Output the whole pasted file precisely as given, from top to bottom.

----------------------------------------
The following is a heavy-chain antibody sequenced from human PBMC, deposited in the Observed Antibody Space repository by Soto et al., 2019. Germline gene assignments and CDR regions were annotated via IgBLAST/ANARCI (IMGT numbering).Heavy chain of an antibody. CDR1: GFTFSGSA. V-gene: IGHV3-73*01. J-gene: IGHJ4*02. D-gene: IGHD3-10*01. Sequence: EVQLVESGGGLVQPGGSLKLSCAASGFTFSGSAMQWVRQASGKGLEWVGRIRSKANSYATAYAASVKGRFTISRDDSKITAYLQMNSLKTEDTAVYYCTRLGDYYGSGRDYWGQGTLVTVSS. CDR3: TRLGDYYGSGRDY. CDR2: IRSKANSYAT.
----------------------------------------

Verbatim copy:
The following is a heavy-chain antibody sequenced from human PBMC, deposited in the Observed Antibody Space repository by Soto et al., 2019. Germline gene assignments and CDR regions were annotated via IgBLAST/ANARCI (IMGT numbering).Heavy chain of an antibody. CDR1: GFTFSGSA. V-gene: IGHV3-73*01. J-gene: IGHJ4*02. D-gene: IGHD3-10*01. Sequence: EVQLVESGGGLVQPGGSLKLSCAASGFTFSGSAMQWVRQASGKGLEWVGRIRSKANSYATAYAASVKGRFTISRDDSKITAYLQMNSLKTEDTAVYYCTRLGDYYGSGRDYWGQGTLVTVSS. CDR3: TRLGDYYGSGRDY. CDR2: IRSKANSYAT.